Sunday, May 16, 2021

Nightcap 5/16/21 Is Tim Burton a great director?, Writing on the 1961 monster trilogy, The Human Rights Watch FIlm Festival starts this week and more

Over the last few weeks I have been trying to sort out what I think of Tim Burton

Yes he's made some great films but he's also made some misfires

Good/Okay Films






He has a visual sense of wow, but there are times it over whelms everything.

While he has made some near perfect films when he goes off the rails he really goes off the rails. I mean his DARK SHADOWS and CHARLIE AND THE CHOCOLATE FACTORY  are gawd awful messes. They are weird to be weird  and the narrative is lost. Worse the humor is just a hole.

I honestly think that people think he’s a great director because his visual style is unique and macabre in a friendly sort of a way. There is something pleasing  about the way his films look. But if you look at most, if not all of his films the narrative are messy. There are lots of holes (MARS ATTACKS  anyone?)

I suspect that I would consider Burton a great director only when all of the elements come together. I mean take a look at the Batman films . BATMAN is good but has narrative bumps. While the good out ways the bad the film isn’t that satisfying. On the other hand BATMAN RETURNS is magnificent. All of the pieces tie together. And even if there are bumps there are real holes in the plotting.

For me a great director always makes a film that is at least interesting. Someone like Scorsese or Peter Greenaway is always trying to push the envelope. Yes, they will fall on their face now and again, but at least they are trying to do something more. Even when they repeat themselves Scorsese with his gangster films and Greenaway with his overwhelming visual style, they at least are trying something different. More importantly they are not attacking their films half assed.

With Burton I have a feeling that DARK SHADOWS and CHARLIE his whole heart wasn’t there. He tuned out and made the films on auto-pilot. I also have a feeling that some of his other films he was up and down with. 

Don't get me wrong, I think Burton is a good director, I'm not sure he's great.


The Human Rights Watch Film Festival starts Wednesday. As always it highlights a lot of great films aiming to not only open your mind as to social injustice and violations of human rights but the good things people are doing to preserve our humanity. 

I've seen a good number of the films and frankly they are all good and are all worth your time.

Check of the slate here, and buy some tickets, not only is it good for the soul, you will be entertained as well.


With this being the 60th anniversary of Gorgo, Konga and Reptilicus  several magazines have posted long examinations of all three. Other outlets are also planning coverage of one sort or another. Personally  I have  a deep love for Reptilicus based on a deep nostalgia from being frightened as a child. The other films I find okay but nothing super spectacular. I recently watched a chunk of Gorgo again for the first time in years when Svengoolie ran it on his show.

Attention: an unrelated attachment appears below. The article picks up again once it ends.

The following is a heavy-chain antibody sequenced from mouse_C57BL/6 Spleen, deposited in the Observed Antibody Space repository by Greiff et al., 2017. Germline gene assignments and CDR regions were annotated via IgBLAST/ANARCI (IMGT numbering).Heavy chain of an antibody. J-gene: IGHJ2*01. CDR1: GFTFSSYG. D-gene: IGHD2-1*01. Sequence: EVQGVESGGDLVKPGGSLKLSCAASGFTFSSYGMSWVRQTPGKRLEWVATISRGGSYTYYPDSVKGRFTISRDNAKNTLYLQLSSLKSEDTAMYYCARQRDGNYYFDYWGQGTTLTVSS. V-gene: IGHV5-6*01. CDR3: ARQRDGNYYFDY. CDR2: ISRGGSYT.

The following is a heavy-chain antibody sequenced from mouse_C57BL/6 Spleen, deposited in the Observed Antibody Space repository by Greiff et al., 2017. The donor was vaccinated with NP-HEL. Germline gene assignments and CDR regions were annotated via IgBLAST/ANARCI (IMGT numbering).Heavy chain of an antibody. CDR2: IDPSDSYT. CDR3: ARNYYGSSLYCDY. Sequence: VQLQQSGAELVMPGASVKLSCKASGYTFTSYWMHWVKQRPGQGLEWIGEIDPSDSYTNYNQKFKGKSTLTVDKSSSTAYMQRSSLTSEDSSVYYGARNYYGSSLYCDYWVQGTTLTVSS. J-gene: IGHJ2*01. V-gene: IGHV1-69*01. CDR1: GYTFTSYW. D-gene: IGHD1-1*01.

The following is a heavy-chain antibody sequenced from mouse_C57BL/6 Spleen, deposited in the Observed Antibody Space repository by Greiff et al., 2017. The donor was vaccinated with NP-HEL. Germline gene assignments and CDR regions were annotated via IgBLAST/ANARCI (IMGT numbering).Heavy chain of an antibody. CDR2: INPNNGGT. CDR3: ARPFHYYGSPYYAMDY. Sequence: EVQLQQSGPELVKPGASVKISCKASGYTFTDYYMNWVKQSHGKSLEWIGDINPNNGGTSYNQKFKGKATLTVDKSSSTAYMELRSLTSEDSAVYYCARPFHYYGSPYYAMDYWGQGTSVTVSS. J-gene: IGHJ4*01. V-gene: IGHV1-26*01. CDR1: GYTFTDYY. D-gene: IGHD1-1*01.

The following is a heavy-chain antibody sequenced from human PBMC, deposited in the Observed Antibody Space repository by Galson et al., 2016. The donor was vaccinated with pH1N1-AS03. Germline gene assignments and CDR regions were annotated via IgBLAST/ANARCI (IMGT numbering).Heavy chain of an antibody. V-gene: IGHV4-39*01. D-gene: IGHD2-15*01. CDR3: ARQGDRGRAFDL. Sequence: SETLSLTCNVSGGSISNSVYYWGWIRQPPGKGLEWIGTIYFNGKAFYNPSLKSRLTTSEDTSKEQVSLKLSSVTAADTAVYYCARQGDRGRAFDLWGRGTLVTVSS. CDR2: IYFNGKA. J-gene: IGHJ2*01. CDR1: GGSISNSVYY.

If you are interested in the anniversary or any of the three films I would like to point you toward two recent magazines that can be had on  Amazon.

Barebones Issue 4 had  an extensive look at all three films and their spawn.  While the articles will tell you a great deal about the films they are a excess of riches when discussing the novels and comics the films spun off. The articles are so detailed in recounting the plots of the books (both narrative and comic)that other than seeing the art in the comic books there is no reason to ever hunt them down. Its all there.

Frankly its so detailed you will wonder what sort of obsessive person would have thought it was a good idea.

Actually the only flaw in the presentation is a lack of art to go with the articles.

On the other hand the just published Movie Milestones #5 is full of art for all three films plus related subjects .

Coming from the mind of John LeMay the magazine focuses primarily on the three films, however it finds time to explore similar stories and projects that were influenced or inspired by them, For example there is a brief discussion of Gorgo’s connection to Toho.

LeMay’s discussion is light and breezy. It is a perfect look at the films and their influences for anyone who wants to know a little bit but doesn’t want to get swamped with the minutiae of three “minor” films.


I’m shocked that everyone is shocked about the Golden Globes body being a bunch of jerks. I mean they used to pick winners based on who was going to show up and openly took bribes for wins. They only got noticed when the PR people realized that they could use them for marketing. That they only care for themselves is nothing new.

Let them die.


The NY Post couldn’t recognize Leonardo Di Caprio? Really?


It really annoys the piss out of me that all the social media pundits only  focus  on the same old same old filmmakers (Scorsese again? Other people make movies).  For people for supposedly love film their tastes are so narrow as to have no flavor.

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